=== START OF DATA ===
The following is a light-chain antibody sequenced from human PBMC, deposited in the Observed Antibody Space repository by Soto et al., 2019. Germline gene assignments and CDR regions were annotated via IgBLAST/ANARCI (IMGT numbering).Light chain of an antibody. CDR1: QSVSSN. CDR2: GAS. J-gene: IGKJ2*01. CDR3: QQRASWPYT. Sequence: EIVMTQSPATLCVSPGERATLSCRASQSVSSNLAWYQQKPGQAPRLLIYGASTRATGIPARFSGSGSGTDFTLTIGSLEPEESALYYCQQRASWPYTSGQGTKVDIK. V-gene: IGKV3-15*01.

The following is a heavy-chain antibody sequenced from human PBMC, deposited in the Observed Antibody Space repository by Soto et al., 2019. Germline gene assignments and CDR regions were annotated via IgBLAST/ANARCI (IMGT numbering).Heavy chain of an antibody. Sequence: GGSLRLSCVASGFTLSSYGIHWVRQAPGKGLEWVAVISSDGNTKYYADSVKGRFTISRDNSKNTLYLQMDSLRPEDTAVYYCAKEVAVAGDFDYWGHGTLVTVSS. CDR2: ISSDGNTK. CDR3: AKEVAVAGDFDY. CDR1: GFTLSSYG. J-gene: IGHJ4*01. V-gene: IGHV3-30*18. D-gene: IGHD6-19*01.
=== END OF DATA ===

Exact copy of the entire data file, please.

The following is a light-chain antibody sequenced from human PBMC, deposited in the Observed Antibody Space repository by Soto et al., 2019. Germline gene assignments and CDR regions were annotated via IgBLAST/ANARCI (IMGT numbering).Light chain of an antibody. CDR1: QSVSSN. CDR2: GAS. J-gene: IGKJ2*01. CDR3: QQRASWPYT. Sequence: EIVMTQSPATLCVSPGERATLSCRASQSVSSNLAWYQQKPGQAPRLLIYGASTRATGIPARFSGSGSGTDFTLTIGSLEPEESALYYCQQRASWPYTSGQGTKVDIK. V-gene: IGKV3-15*01.

The following is a heavy-chain antibody sequenced from human PBMC, deposited in the Observed Antibody Space repository by Soto et al., 2019. Germline gene assignments and CDR regions were annotated via IgBLAST/ANARCI (IMGT numbering).Heavy chain of an antibody. Sequence: GGSLRLSCVASGFTLSSYGIHWVRQAPGKGLEWVAVISSDGNTKYYADSVKGRFTISRDNSKNTLYLQMDSLRPEDTAVYYCAKEVAVAGDFDYWGHGTLVTVSS. CDR2: ISSDGNTK. CDR3: AKEVAVAGDFDY. CDR1: GFTLSSYG. J-gene: IGHJ4*01. V-gene: IGHV3-30*18. D-gene: IGHD6-19*01.